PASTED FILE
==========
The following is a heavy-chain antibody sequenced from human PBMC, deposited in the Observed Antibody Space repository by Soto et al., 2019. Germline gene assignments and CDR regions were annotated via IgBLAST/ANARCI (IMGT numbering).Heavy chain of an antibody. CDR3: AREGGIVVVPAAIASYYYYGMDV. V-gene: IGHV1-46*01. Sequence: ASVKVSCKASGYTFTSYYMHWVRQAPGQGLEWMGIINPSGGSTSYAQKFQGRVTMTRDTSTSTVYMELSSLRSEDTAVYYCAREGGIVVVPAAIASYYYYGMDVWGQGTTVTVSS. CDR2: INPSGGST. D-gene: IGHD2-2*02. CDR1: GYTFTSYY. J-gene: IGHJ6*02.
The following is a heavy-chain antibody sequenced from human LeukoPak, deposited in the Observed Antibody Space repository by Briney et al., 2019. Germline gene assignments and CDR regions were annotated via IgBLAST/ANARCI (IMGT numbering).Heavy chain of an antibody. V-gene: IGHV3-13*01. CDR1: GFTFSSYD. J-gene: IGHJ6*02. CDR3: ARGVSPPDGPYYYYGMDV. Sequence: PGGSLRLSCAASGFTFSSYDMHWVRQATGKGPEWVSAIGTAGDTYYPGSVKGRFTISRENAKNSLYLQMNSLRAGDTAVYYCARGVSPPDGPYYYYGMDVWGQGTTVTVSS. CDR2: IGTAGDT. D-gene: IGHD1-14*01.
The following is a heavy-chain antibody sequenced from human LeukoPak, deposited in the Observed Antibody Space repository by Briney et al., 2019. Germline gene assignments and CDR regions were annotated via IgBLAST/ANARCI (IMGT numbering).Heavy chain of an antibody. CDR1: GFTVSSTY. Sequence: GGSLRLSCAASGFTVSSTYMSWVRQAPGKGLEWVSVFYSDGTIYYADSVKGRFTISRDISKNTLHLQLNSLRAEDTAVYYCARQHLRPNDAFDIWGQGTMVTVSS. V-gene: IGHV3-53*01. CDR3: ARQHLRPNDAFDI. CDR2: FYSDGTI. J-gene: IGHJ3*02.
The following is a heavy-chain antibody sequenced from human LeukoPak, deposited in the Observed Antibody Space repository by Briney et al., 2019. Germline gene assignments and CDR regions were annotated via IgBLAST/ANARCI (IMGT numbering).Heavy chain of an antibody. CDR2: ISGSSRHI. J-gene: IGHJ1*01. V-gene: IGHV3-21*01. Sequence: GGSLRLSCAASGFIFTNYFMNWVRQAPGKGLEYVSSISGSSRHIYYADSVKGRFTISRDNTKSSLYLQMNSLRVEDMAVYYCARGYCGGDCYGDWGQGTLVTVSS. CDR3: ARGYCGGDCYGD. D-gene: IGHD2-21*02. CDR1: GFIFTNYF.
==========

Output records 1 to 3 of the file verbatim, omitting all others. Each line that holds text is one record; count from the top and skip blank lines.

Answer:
The following is a heavy-chain antibody sequenced from human PBMC, deposited in the Observed Antibody Space repository by Soto et al., 2019. Germline gene assignments and CDR regions were annotated via IgBLAST/ANARCI (IMGT numbering).Heavy chain of an antibody. CDR3: AREGGIVVVPAAIASYYYYGMDV. V-gene: IGHV1-46*01. Sequence: ASVKVSCKASGYTFTSYYMHWVRQAPGQGLEWMGIINPSGGSTSYAQKFQGRVTMTRDTSTSTVYMELSSLRSEDTAVYYCAREGGIVVVPAAIASYYYYGMDVWGQGTTVTVSS. CDR2: INPSGGST. D-gene: IGHD2-2*02. CDR1: GYTFTSYY. J-gene: IGHJ6*02.
The following is a heavy-chain antibody sequenced from human LeukoPak, deposited in the Observed Antibody Space repository by Briney et al., 2019. Germline gene assignments and CDR regions were annotated via IgBLAST/ANARCI (IMGT numbering).Heavy chain of an antibody. V-gene: IGHV3-13*01. CDR1: GFTFSSYD. J-gene: IGHJ6*02. CDR3: ARGVSPPDGPYYYYGMDV. Sequence: PGGSLRLSCAASGFTFSSYDMHWVRQATGKGPEWVSAIGTAGDTYYPGSVKGRFTISRENAKNSLYLQMNSLRAGDTAVYYCARGVSPPDGPYYYYGMDVWGQGTTVTVSS. CDR2: IGTAGDT. D-gene: IGHD1-14*01.
The following is a heavy-chain antibody sequenced from human LeukoPak, deposited in the Observed Antibody Space repository by Briney et al., 2019. Germline gene assignments and CDR regions were annotated via IgBLAST/ANARCI (IMGT numbering).Heavy chain of an antibody. CDR1: GFTVSSTY. Sequence: GGSLRLSCAASGFTVSSTYMSWVRQAPGKGLEWVSVFYSDGTIYYADSVKGRFTISRDISKNTLHLQLNSLRAEDTAVYYCARQHLRPNDAFDIWGQGTMVTVSS. V-gene: IGHV3-53*01. CDR3: ARQHLRPNDAFDI. CDR2: FYSDGTI. J-gene: IGHJ3*02.